Last week, American Airlines (AA) sent me an email with the following subject line: “Elevate your 2019 elite status.” I was happy to see it so early because I’d been wondering how much the airline would charge me to retain my elite status without any more flights in 2018. The same email came in late 2017, and it got me pondering, but it was sent in mid-December instead of early November.
American has four published elite status levels, listed below with their 2018 requirements:
- Gold: 25,000 EQMs or 30 EQSs and $3,000 EQDs
- Platinum: 50,000 EQMs or 60 EQSs and $6,000 EQDs
- Platinum Pro: 75,000 EQMs or 90 EQSs and $9,000 EQDs
- Executive Platinum: 100,000 EQMs or 120 EQSs and $12,000 EQDs
Key, via AA’s elite status homepage:
EQMs (Elite Qualifying Miles) represent a percentage of the actual miles flown (including applicable minimum mileage guarantees) based on the airline and the booking code purchased. EQSs (Elite Qualifying Segments) are segments you earn on eligible purchased tickets for flights on American or partner airlines. EQDs (Elite Qualifying Dollars) are awarded based on ticket price (includes base fare plus carrier-imposed fees, but excludes government-imposed taxes and fees) on American Airlines-marketed flights.
AA also has one unpublished elite level called Concierge Key, the requirements for which aren’t made public. I know, however, that it’s reserved for the highest-spending customers. Supposedly, you have to spend at least $50,000/year or be in charge of a large corporate account to qualify. It obviously comes with a ton of perks—most visibly the chance to board before first class.
Back to my situation: I’m an Executive Platinum (EP) and to date in 2018 I’ve flown 90,474 miles but spent “only” $8,792 (see screenshot below). Sadly, last year American began measuring their customers’ value by how much they spend instead of how many miles they fly. It was a smart business decision, but it still sucks for anyone that doesn’t have deep pockets or a large corporation funding their travels.
I have almost a dozen AA flights on the books between now and December 31, so I’ll easily cross the 100,000 EQM mark (the Executive Platinum requirement). The problem is that they’re all cheap fares, which means that I’ll end up a couple thousand dollars short of the Executive Platinum spend mark. Unless I get lucky and have a large corporation buy me a last-minute, expensive ticket, I won’t be retaining my Executive Platinum status in 2019.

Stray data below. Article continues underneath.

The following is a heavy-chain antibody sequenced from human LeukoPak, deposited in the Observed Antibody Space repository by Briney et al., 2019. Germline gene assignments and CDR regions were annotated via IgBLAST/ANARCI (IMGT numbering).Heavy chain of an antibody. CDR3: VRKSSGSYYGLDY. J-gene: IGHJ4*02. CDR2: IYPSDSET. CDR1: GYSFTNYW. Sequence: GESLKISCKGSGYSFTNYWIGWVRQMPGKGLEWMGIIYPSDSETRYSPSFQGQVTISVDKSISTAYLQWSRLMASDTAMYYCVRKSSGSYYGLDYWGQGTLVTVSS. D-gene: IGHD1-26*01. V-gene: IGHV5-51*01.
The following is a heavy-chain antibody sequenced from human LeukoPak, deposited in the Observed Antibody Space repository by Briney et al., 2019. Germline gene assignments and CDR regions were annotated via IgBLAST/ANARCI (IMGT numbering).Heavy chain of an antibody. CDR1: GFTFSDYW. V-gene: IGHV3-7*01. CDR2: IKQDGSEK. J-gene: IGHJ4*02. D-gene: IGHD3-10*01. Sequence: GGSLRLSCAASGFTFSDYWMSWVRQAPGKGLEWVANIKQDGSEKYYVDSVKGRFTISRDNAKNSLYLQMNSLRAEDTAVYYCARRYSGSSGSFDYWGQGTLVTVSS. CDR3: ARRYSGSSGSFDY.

I won’t be buying it either, because from American’s initial offer (you can see your own offer by logging in here) it appears that it’s now charging the amount that you’re short in EQDs (or around there). I’ve spent $8,792 so far in 2018, and as you can see from the screenshot below, the airline is offering me Platinum Pro for $495 or Executive Platinum for $3,465. I was hoping that my Executive Platinum offer would be a lot better, but obviously that’s not the case.
2020 is going to be even more difficult for anyone seeking status, as American is increasing the spend requirement for Executive Platinum status to $15,000 and getting rid of a great perk: the ability to use the Barclays Aviator card to get up to $6,000 EQDs taken off, which was huge for big-spending users. If you ask me, that card is now garbage.
I’ve already started booking away from American, even though it’s difficult to give up the EP status, which gives me free domestic upgrades, four system-wide upgrades, three checked bags with up to 70lbs each (I never cared about checking heavy bags until I started traveling with my son), and other perks.
How about you? Do you have status with AA, and if so are you sticking with them next year? Let me know in the comments below.
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Editorial Note: The editorial content on this page is not provided by any bank, credit card issuer, airlines or hotel chain, and has not been reviewed, approved or otherwise endorsed by any of these entities.